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Zaine
Black Belt
Black Belt

Joined: 31 Aug 2005
Posts: 2016
Location: Dallas, TX
Styles: Matsumura-Seito, Shobayashi-Ryu, Shudokan, Long Fist, American Street Karate, Southern Mantis, HEMA

PostPosted: Sat Jul 09, 2022 5:28 pm    Post subject: Why Karate? Reply with quote

Someone on Reddit was looking for a system for striking to supplement their grappling experience and posed the question "Why should I choose Karate?" This comes up on KF every now and then, but I have found that the reason people do Karate change as they do. So, why did you choose Karate? Why do you continue to choose Karate? Would you change your decision if you could go back? Here's what I wrote:

Well for me it was because it was free at the time, and the love came later. Now those reasons are different and hard to quantify, but I'll do my best.

There is a certain ritualization to it. The practice of the kata, the procedures for beginning and ending a class, and the way you address those around you have a certain comfort to them. A rhythm that promotes self-discipline and mutual respect.

If you're looking for self-defense, there are many schools that focus more on this than something like sparring. If you want more sparring, there are many schools that focus more on that than self-defense.

In this, the variety of choice is nice. Karate has grown to such a point that you can find what you are looking for if you look for it.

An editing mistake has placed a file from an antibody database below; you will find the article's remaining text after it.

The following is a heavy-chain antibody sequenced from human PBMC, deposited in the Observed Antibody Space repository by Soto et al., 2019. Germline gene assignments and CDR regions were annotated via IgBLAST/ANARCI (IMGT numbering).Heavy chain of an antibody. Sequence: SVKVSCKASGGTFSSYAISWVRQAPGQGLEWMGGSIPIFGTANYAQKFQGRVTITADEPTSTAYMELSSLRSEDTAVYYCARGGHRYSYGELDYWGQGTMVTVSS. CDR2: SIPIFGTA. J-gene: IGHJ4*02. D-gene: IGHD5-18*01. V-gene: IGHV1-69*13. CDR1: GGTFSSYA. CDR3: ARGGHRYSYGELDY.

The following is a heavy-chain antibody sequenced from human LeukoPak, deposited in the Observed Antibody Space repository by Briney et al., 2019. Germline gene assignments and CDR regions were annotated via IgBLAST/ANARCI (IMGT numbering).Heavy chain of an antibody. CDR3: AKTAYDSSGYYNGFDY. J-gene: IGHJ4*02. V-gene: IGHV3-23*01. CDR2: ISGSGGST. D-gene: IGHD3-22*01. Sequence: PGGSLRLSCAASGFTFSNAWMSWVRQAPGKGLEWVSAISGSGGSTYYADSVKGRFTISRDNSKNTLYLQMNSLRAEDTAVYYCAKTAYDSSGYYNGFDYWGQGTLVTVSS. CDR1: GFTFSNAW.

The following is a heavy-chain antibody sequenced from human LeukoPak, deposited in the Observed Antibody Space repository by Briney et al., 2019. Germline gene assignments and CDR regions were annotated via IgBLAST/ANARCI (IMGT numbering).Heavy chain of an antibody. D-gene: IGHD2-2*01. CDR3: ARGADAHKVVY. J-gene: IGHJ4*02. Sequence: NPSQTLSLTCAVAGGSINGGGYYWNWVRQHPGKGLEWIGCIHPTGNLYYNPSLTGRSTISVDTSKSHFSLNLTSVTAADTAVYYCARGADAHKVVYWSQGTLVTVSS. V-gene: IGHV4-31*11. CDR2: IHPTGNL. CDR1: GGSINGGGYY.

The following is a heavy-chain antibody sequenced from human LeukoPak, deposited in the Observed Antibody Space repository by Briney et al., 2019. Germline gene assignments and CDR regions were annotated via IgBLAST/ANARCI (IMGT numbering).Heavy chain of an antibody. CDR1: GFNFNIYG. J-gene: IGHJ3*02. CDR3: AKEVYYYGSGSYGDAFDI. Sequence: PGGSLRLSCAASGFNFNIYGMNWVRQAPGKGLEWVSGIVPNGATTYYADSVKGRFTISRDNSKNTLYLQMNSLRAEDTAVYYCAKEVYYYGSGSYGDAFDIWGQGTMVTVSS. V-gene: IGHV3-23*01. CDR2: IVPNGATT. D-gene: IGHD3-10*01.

Karate teaches you range. Unlike Muay Thai and other systems which prefer to remain "in the pocket" with their fighting, Karate tends focus on coming in at a range and leaving quickly. If you are looking to get some striking in as a way to be a better fighter in a ring, this translates having a bigger toolbox when you're closing in on your opponent, and having more practice quickly gaining distance if you need to.

This is a generalization, to which there are exceptions. Kyokushin, for example, is a style that prefers to have closer ranged fights. Again, variety is great. You can find a style that focuses long range, short range, or something in-between.

Karate has made me a smarter fighter. Sometimes, when I'm watching an MMA bout, I see fighters rush in headlong, or with little consideration. This works for them, and some successful fighters do just this. However, it's also often their downfall. Karate can be that sometimes, but mostly I have found that it is a game of analysis. It teaches you to abandon yourself in the moment, certainly. Mushin is an important concept. However, there's no small emphasis on gauging not only your opponent, but yourself. What's your distance look like? What options do you have? What's around me that's useful to incorporate into this next attack or defense?

Finally, Karate puts emphasis on defense. Most 2+ step drills focus on receiving an attack, instead of initiating. It teaches you that a block is a strike and a strike is a block. It teaches you how to avoid damage, and to know when to take some damage to gain an advantage. In my experience with other styles, such as MT, Boxing, etc., there isn't an emphasis on this like there is with Karate. Getting hit is a part of fighting, but Karate, in my experience, attempts to train you to mitigate that damage as much as possible